Trail (Juniata River Corridor)
Along the Frankstown Branch, Juniata River from Alfarata in Huntingdon
County to Williamsburg in
This valley has served as a transportation corridor since it was part
of the Frankstown Path, a major Indian route connecting Harrisburg with
Kittanning. In subsequent times it has supported a canal, a railroad, and a
highway. The route of the former railroad and canal forms the Lower (rhymes with
"flower") Trail. This trail runs alongside the Frankstown Branch of the Juniata
River without road crossings for 11 miles through forest and farmland. The Juniata
River here is really a creek, often running in shallow riffles near the
trail. Pennsylvania's "G" route, the central north-south cross-state bicycle
touring route, uses the Lower Trail from Alfarata to Williamsburg.
<<Explain relation to Double Burger>>
Within sight of the Alfarata trailhead, the trail crosses under
US22 and heads upstream along the Juniata to squeeze through a small gap in Tussey
Mountain. The town here is said to be called Water Street because
pack trains used the creek bed through the narrow steep gap. At MP 0.8 the
Water Street Flea Market beside the trail offers everything from antique tools
to Beanie Babies.
Between MP 2 and MP 4 the trail passes remnants of stone
quarries. First, you see the foundations of structures used to bring stone down
from Owens quarry, which you can see high on the hill. Another mile and a half
brings you to Goodman quarry, also marked by concrete foundations. Between the
two quarries, the canal channel has become the back channel of the creek,
usually separated from the main channel by an island. Here, as with most of
the remaining traces of the canal, a good imagination will help you visualize
the former structures.
At MP 4.2 the trail crosses Fox Run on a handsome stone arch
bridge. A view of this bridge from the creek bed is featured in many trail
descriptions. At MPs 4.8 and 5 you cross the Juniata River twice where the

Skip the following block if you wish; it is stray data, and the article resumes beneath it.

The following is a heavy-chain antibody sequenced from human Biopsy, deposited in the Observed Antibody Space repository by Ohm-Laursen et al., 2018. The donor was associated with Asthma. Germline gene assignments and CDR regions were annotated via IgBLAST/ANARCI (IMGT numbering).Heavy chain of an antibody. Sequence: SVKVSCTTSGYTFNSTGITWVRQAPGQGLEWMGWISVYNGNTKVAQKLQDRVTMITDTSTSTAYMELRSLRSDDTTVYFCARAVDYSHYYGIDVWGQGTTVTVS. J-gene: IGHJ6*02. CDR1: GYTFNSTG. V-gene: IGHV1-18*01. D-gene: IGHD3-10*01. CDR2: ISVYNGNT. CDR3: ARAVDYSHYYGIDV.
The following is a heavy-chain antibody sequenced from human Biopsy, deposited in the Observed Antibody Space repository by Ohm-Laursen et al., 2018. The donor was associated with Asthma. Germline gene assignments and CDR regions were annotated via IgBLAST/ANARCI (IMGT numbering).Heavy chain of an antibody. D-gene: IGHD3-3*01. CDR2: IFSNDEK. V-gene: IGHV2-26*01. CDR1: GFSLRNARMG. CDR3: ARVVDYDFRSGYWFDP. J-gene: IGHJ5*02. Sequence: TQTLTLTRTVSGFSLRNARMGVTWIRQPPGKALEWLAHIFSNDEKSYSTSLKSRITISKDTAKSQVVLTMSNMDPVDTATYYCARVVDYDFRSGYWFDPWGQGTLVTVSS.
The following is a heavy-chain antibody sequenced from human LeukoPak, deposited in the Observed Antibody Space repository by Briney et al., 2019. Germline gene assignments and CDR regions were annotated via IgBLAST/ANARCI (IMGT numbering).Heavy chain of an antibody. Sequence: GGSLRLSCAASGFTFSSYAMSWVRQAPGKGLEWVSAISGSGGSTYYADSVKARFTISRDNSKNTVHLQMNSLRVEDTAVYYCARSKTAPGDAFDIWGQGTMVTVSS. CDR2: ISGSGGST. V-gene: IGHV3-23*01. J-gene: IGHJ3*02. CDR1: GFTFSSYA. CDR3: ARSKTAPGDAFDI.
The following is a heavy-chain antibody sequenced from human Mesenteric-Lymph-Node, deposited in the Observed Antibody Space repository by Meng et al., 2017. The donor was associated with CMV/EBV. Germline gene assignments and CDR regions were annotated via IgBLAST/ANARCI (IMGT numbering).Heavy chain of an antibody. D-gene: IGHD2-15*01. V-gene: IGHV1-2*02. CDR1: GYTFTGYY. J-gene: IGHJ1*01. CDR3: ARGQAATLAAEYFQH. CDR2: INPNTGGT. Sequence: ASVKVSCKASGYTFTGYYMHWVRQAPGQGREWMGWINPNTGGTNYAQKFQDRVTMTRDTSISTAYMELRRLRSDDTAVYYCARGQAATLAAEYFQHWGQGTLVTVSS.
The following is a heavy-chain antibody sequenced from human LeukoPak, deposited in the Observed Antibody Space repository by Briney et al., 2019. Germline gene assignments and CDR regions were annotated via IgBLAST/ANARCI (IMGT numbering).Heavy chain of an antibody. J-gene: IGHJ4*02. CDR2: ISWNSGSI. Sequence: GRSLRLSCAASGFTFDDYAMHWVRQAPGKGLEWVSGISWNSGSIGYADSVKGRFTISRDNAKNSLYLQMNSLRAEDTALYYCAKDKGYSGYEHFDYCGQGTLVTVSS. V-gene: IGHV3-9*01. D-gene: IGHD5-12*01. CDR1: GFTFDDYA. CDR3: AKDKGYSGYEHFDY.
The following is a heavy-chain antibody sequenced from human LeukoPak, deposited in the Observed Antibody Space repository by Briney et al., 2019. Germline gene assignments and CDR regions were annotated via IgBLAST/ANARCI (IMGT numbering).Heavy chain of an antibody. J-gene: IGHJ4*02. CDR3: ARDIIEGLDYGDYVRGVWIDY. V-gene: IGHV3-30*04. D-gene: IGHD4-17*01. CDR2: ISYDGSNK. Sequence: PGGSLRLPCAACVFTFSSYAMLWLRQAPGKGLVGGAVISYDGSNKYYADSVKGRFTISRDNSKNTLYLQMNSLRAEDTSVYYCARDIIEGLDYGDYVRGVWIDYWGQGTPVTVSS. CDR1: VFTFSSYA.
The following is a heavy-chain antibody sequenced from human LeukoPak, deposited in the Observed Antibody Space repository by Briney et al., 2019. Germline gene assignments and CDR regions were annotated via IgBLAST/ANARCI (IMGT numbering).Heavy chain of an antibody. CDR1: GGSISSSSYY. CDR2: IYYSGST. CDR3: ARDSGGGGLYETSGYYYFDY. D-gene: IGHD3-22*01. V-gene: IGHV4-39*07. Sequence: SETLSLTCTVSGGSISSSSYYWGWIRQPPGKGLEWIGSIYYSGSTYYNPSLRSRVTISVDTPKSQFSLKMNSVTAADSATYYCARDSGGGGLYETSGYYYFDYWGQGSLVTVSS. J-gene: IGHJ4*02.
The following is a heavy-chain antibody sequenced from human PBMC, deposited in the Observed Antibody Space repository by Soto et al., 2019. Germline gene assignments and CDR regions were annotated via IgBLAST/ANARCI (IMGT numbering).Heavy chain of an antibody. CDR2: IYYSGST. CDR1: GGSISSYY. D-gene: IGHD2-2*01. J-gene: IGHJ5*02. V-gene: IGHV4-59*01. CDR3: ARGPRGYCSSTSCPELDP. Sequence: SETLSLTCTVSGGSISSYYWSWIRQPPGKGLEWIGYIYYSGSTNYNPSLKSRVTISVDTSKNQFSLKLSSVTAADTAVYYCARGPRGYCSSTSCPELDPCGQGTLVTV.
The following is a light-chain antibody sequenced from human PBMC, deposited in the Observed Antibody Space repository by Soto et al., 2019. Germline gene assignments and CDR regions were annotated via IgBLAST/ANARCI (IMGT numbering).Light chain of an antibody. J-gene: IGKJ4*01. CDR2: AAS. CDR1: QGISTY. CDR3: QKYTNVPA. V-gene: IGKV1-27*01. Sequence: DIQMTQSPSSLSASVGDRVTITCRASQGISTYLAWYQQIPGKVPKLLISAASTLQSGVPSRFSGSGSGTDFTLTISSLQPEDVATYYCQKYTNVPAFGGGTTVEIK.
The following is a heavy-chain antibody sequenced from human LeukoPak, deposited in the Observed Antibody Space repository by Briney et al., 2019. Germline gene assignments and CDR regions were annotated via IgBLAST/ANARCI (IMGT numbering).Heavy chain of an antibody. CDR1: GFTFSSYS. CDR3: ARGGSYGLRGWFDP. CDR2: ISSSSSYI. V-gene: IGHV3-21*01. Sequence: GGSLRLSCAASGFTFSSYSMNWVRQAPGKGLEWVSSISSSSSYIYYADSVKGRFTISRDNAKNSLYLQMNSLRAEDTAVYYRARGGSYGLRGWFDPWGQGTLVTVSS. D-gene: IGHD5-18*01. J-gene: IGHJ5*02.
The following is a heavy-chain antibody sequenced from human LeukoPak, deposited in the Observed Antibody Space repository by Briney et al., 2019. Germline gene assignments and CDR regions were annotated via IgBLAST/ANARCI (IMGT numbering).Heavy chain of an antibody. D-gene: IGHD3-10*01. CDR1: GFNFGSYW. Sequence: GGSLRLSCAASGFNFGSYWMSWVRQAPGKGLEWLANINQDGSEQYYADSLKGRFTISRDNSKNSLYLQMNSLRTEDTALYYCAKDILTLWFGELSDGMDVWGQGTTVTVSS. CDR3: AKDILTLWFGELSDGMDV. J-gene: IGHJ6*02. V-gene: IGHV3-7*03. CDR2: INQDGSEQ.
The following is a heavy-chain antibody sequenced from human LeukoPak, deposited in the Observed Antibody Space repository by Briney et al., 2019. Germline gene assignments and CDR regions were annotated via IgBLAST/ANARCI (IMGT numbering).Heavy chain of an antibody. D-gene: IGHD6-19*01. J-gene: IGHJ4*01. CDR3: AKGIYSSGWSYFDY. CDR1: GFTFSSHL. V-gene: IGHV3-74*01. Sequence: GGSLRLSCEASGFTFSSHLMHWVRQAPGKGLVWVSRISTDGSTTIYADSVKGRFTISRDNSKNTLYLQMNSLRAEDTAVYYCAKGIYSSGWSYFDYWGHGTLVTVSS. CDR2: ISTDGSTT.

railroad took a shortcut across a peninsula. Just past the second bridge you'll
reach the Mt Etna access area, including a bridge over a former mill race. The
Mt Etna Iron furnace community is about half a mile from the trail here.
At MP 6.3 the trail passes Canal Lock No 61. The walls of the
lock are clearly visible. Another mile brings you to numerous foundations that
mark the Juniata Limestone Company and its company town, 7 miles from Alfarata
and 4 miles from Williamsburg. From here to Williamsburg the traces of the
canal are more frequent, including locks and foundations of locktender's
houses. Other signs of current use—farms and houses—are also more frequent.
The trail is graced by no fewer than four sets of mileage
markers: three from railroads and one for the modern trail. The trail is marked
from 0 to 11 in both directions in white numbers on brown posts. The railroad
markers are black on white. Two such markers (with different numbering systems)
are just north of the Williamsburg parking lot, and others appear along the
length of the trail.
Local history, attractions
The Frankstown Path, also called the Allegheny Path or Ohio Path,
was the major Indian trail across this region. It connected Paxtang (now Harrisburg) with Kittanning and Forks of the Ohio (now Pittsburgh). In this area it
followed approximately the same route as US22, and it's known locally as the
Kittanning Path. Hunters, trappers, and pioneers later used this route to reach
Lower Trail (Juniata River Corridor)